Best Way To Debug ASP Pages

Discussion in 'ASP General' started by Matthew Louden, Sep 27, 2003.

  1. I want to know what's the best way to debug ASP pages? Now, I just put the
    following code when I got run-time error, but sounds like not efficient.
    Please advice! Thanks!

    Response.Write "Here"
    Response.End
    Matthew Louden, Sep 27, 2003
    #1
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  2. Matthew Louden

    PB4FUN Guest

    1. Visual Interdev
    Real debugging like in Visual Basic : line by line,
    asking values of variables, set a watch, change variables in runtime
    etc.
    2. On top of page ad On Error Resume Next
    After each line of code use
    If Err.Number <> 0 Then
    Response.Write Err.Description
    Err.Clear
    End if
    You might also Set a Debuggingvariable e.g. intDebug that you increase every
    x lines
    intDebug = intDebug + 1

    If Err.Number <> 0 Then
    Response.Write intDebug
    response.Write "<BR>"
    Response.Write Err.Description
    Err.Clear
    End if

    But first option (Visual Interdev) is the best IF you get it working.

    Meindert, MCP

    > I want to know what's the best way to debug ASP pages? Now, I just put the
    > following code when I got run-time error, but sounds like not efficient.
    > Please advice! Thanks!
    >
    > Response.Write "Here"
    > Response.End
    >
    >
    >
    PB4FUN, Sep 27, 2003
    #2
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  3. Matthew Louden

    Chris Barber Guest

    See the following for details of how to set it up (Visual Interdev
    Debugging).

    http://www.windowswebsolutions.com/Articles/Index.cfm?ArticleID=20431

    http://www.microsoft.com/mind/0299/beyond/beyond0299.asp

    Chris.

    "PB4FUN" <> wrote in message
    news:...
    1. Visual Interdev
    Real debugging like in Visual Basic : line by line,
    asking values of variables, set a watch, change variables in runtime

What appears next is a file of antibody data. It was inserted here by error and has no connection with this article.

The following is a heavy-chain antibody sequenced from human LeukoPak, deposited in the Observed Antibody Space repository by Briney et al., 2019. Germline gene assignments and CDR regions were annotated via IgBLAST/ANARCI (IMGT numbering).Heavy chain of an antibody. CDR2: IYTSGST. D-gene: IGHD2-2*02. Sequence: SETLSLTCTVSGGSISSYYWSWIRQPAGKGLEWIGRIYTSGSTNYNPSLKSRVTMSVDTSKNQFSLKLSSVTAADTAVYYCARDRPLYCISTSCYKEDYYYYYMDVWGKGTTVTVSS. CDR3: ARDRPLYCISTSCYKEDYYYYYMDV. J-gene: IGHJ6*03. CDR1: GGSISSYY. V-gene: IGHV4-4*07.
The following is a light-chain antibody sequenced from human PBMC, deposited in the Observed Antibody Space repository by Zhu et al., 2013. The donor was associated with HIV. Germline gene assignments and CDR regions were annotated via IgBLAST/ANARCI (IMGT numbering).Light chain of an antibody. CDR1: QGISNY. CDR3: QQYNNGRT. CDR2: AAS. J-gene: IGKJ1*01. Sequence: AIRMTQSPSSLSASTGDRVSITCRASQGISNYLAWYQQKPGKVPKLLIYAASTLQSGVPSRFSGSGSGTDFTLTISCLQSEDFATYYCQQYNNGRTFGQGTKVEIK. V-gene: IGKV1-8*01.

etc.
    2. On top of page ad On Error Resume Next
    After each line of code use
    If Err.Number <> 0 Then
    Response.Write Err.Description
    Err.Clear
    End if
    You might also Set a Debuggingvariable e.g. intDebug that you increase every
    x lines
    intDebug = intDebug + 1

    If Err.Number <> 0 Then
    Response.Write intDebug
    response.Write "<BR>"
    Response.Write Err.Description
    Err.Clear
    End if

    But first option (Visual Interdev) is the best IF you get it working.

    Meindert, MCP

    > I want to know what's the best way to debug ASP pages? Now, I just put the
    > following code when I got run-time error, but sounds like not efficient.
    > Please advice! Thanks!
    >
    > Response.Write "Here"
    > Response.End
    >
    >
    >
    Chris Barber, Sep 28, 2003
    #3
  4. Matthew Louden

    C. Olive Guest

    "PB4FUN" <> wrote in message news:<>...
    > 1. Visual Interdev
    > Real debugging like in Visual Basic : line by line,
    > asking values of variables, set a watch, change variables in runtime
    > etc.
    > 2. On top of page ad On Error Resume Next
    > After each line of code use
    > If Err.Number <> 0 Then
    > Response.Write Err.Description
    > Err.Clear
    > End if
    > You might also Set a Debuggingvariable e.g. intDebug that you increase every
    > x lines
    > intDebug = intDebug + 1
    >
    > If Err.Number <> 0 Then
    > Response.Write intDebug
    > response.Write "<BR>"
    > Response.Write Err.Description
    > Err.Clear
    > End if
    >
    > But first option (Visual Interdev) is the best IF you get it working.
    >
    > Meindert, MCP
    >
    > > I want to know what's the best way to debug ASP pages? Now, I just put the
    > > following code when I got run-time error, but sounds like not efficient.
    > > Please advice! Thanks!
    > >
    > > Response.Write "Here"
    > > Response.End
    > >
    > >
    > >


    Another useful method I've used on any server, not just IIS, is